lives, and I must hold his kingdom for him till he
"Return, he never will," answered the suitors. "So make
your choice, as becomes your duty."
"Give me yet a week, a month, to wait for him," she
pleaded. "In my loom I have a half-finished web of soft
linen. I am weaving it for the shroud of our father,
Laertes, who is very old and cannot live much longer.
If Ulysses fails to return by the time this web is
finished, then I will choose, although unwillingly."
"Will you work upon this web every day?" asked
"Every day," she answered, "I will sit at my loom and
weave the web. It would be a sin, indeed, if Laertes
should go to the grave while the shroud is unfinished."
 "Let her delay her choice as she desires," said
Agelaus. "In the meantime, we will enjoy ourselves."
Forthwith the suitors made themselves at home in the
palace. They seized upon the best of everything. They
feasted daily in the great dining hall, eating and
wasting the provisions that had been stored away with
greatest care against the homecoming of Ulysses. They
helped themselves to the wine in the cellar and to the
fruits and flowers in the garden. They were rude and
uproarious in the once quiet and beautiful chambers of
the palace. They were insolent and overbearing to the
servants and friends of Penelope, and they kept the
people of Ithaca in constant terror by reason of their
III. THE DISCOVERED SECRET
Every day Penelope sat at her loom and wove. "See how
much I have added to the length of the web," she would
say when the evening came. But in the night, while the
suitors were asleep, she raveled out all the threads
she had woven in during the day. Thus, although she
was always at the work, the web was never finished. And
Telemachus, while his mother toiled, sat moodily in
 hall or strolled about the palace, angry and sad, and
praying for his father's return.
So long as the wine and provisions held out, the
suitors seemed to care but little about the web. "We
can wait," they said; "and while she is weaving the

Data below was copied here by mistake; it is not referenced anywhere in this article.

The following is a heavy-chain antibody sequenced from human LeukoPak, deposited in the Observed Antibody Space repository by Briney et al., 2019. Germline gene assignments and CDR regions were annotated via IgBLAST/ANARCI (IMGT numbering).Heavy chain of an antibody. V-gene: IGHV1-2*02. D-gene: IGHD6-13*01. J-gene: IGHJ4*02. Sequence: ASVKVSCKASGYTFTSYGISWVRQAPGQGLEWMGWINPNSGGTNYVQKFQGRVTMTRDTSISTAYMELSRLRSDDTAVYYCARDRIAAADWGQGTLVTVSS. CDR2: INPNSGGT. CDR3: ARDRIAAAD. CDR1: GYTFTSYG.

shroud, we will spend our days in eating, drinking,
and making merry."
At the end of a month, however, the cellar was almost
empty. The fatted beeves had been killed and eaten; and
it was hard for the kitchen maids to find food for the
daily feasts. Then the suitors began to wonder and
"How soon may we expect that web to be finished?" they
"I am busy every day," answered Penelope, "and yet the
web grows very slowly. But see how fine and soft it is,
and how delicate the meshes. Such a piece of work
cannot be completed in a day."
Agelaus, however, was not satisfied. In the dead of
night he crept quietly through the great hall and the
long passageways, and peeped into the weaving room.
There, by the light of a little lamp, sat Penelope,
busily unraveling the work of the day and whispering to
herself the name of Ulysses.
The spying suitor stayed but a little while, watching
her movements. Then he stole silently back
 to his own place. "The trick is a good one," he said to
himself, "but it will not last long."
Ulysses makes himself known to Telemachus
The next morning the secret was known to every one of
the unwelcome guests. When Penelope came down into the
hall, as was her wont, they greeted her with jibes and
"Fair queen," they said, "you are very cunning; but we
have found you out, and all your gentle tricks are
known to us. The web that has been so long in weaving
must be finished to-day; and you must make your choice
this very evening. We shall wait no longer."
"Oh, ask not that which is impossible," pleaded
Penelope. "Give me yet a little more time. Give me one
more day; and I promise you that the web shall then be
finished. To-morrow evening the moon will be at its
full. Do but wait until then, and you shall have my
"We will wait until that hour," said Antinous,
haughtily; "but not a moment longer."
"No, not a moment longer," echoed all the rest.
IV. THE TARNISHED WEAPONS
The next afternoon the unwelcome guests were assembled
in the great hall as usual. The feast was set, and they
ate and drank and sang and
 shouted as never before. They made such an uproar that
the very timbers of the palace shook, and the shields
and swords that hung on the walls rattled against each
While the turmoil was at its height, Telemachus came
in, followed by Eumæus, his father's oldest and most
faithful servant. The guests were so busy enjoying
themselves that their entrance was scarcely noticed.
"My young master," said Eumæus, "those shields and
swords have hung long in their places, waiting for the
return of your father."
"Yes," answered Telemachus, "and they are becoming
tarnished with the smoke and dust. Let us take them
down and put them in the great chest in the treasure
room. They will be much better kept there."
"It is a good thought, master," said the old servant.
"I will carry the shields and the bows, and you may
bring the swords."
"Very well, Eumæus; and let us do the task at once. But
my father's great bow that hangs at the head of the
hall must not be touched. My mother polishes and